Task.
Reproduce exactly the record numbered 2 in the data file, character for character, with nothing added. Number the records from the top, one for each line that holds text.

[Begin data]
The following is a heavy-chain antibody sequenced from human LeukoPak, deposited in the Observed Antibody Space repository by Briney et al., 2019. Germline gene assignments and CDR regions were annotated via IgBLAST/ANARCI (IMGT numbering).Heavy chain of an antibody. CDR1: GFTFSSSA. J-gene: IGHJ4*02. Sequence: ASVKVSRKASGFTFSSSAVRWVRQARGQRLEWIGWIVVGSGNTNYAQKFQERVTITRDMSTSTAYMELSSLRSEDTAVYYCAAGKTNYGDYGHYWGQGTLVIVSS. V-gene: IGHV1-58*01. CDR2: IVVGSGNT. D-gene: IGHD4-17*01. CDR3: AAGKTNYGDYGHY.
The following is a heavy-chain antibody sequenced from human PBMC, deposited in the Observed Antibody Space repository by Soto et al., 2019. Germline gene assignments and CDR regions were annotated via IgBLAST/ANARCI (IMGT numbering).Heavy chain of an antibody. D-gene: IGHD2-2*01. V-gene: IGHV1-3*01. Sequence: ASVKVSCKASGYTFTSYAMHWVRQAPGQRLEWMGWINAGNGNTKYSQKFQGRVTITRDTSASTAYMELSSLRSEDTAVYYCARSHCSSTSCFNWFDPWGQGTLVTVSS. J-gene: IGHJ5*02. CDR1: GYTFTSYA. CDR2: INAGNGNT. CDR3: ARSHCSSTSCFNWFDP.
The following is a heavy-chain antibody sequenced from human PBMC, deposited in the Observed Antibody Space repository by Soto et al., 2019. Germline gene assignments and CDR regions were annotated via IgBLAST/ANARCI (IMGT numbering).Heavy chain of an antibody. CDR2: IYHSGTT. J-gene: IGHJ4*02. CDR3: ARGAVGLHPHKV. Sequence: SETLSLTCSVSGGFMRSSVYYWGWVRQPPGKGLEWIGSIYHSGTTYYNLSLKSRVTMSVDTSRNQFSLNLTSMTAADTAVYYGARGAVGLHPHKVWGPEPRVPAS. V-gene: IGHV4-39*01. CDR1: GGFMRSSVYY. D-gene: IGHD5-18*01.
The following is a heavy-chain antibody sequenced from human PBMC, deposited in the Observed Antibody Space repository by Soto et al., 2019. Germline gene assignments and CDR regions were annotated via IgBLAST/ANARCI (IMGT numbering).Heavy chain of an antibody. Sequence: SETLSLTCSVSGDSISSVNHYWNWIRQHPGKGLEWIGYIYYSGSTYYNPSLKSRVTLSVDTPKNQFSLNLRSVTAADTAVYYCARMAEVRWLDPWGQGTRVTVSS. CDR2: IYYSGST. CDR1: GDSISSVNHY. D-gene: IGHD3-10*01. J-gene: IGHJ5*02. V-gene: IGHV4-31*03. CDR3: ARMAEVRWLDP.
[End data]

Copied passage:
The following is a heavy-chain antibody sequenced from human PBMC, deposited in the Observed Antibody Space repository by Soto et al., 2019. Germline gene assignments and CDR regions were annotated via IgBLAST/ANARCI (IMGT numbering).Heavy chain of an antibody. D-gene: IGHD2-2*01. V-gene: IGHV1-3*01. Sequence: ASVKVSCKASGYTFTSYAMHWVRQAPGQRLEWMGWINAGNGNTKYSQKFQGRVTITRDTSASTAYMELSSLRSEDTAVYYCARSHCSSTSCFNWFDPWGQGTLVTVSS. J-gene: IGHJ5*02. CDR1: GYTFTSYA. CDR2: INAGNGNT. CDR3: ARSHCSSTSCFNWFDP.